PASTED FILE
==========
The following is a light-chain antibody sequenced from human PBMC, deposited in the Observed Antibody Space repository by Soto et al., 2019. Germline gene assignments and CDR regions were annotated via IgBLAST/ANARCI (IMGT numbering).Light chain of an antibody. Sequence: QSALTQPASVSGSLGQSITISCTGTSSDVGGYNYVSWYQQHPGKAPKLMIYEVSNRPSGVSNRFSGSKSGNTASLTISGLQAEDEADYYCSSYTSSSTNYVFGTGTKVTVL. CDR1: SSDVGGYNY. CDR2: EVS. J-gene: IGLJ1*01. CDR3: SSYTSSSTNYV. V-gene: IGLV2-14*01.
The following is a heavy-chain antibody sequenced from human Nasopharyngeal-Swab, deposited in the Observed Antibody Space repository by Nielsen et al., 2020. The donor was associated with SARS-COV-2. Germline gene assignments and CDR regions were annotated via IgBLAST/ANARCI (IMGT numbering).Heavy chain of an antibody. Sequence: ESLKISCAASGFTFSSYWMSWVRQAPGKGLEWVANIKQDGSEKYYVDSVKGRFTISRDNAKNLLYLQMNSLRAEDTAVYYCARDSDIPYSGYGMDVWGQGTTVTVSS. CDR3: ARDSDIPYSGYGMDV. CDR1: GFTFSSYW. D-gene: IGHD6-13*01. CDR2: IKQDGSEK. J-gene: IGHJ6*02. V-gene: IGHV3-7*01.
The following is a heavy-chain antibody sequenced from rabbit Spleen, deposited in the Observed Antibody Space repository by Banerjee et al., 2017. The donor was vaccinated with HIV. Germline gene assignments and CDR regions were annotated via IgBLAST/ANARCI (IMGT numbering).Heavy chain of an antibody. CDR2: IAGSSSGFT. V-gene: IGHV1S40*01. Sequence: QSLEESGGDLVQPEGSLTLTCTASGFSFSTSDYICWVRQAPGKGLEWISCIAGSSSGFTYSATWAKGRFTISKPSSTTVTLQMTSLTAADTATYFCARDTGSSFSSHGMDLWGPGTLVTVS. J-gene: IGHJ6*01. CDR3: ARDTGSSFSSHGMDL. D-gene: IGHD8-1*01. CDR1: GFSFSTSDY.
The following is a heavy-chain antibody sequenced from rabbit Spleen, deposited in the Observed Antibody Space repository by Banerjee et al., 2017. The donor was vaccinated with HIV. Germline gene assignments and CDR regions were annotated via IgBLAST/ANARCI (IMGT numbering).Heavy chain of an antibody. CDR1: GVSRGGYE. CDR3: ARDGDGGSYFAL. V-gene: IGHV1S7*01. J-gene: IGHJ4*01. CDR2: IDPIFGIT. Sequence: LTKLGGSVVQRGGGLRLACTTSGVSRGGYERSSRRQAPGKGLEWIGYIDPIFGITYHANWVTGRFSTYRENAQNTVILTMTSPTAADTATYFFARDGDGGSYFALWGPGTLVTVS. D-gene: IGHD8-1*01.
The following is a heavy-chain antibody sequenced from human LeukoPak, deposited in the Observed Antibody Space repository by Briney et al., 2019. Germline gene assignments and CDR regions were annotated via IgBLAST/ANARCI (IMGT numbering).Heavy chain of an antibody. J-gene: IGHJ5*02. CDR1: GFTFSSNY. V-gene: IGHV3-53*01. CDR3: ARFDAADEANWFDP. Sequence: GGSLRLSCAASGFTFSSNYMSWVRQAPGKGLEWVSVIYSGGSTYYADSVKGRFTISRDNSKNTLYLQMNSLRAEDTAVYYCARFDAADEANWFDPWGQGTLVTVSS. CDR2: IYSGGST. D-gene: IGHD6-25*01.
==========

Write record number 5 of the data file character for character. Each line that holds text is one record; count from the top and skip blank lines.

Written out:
The following is a heavy-chain antibody sequenced from human LeukoPak, deposited in the Observed Antibody Space repository by Briney et al., 2019. Germline gene assignments and CDR regions were annotated via IgBLAST/ANARCI (IMGT numbering).Heavy chain of an antibody. J-gene: IGHJ5*02. CDR1: GFTFSSNY. V-gene: IGHV3-53*01. CDR3: ARFDAADEANWFDP. Sequence: GGSLRLSCAASGFTFSSNYMSWVRQAPGKGLEWVSVIYSGGSTYYADSVKGRFTISRDNSKNTLYLQMNSLRAEDTAVYYCARFDAADEANWFDPWGQGTLVTVSS. CDR2: IYSGGST. D-gene: IGHD6-25*01.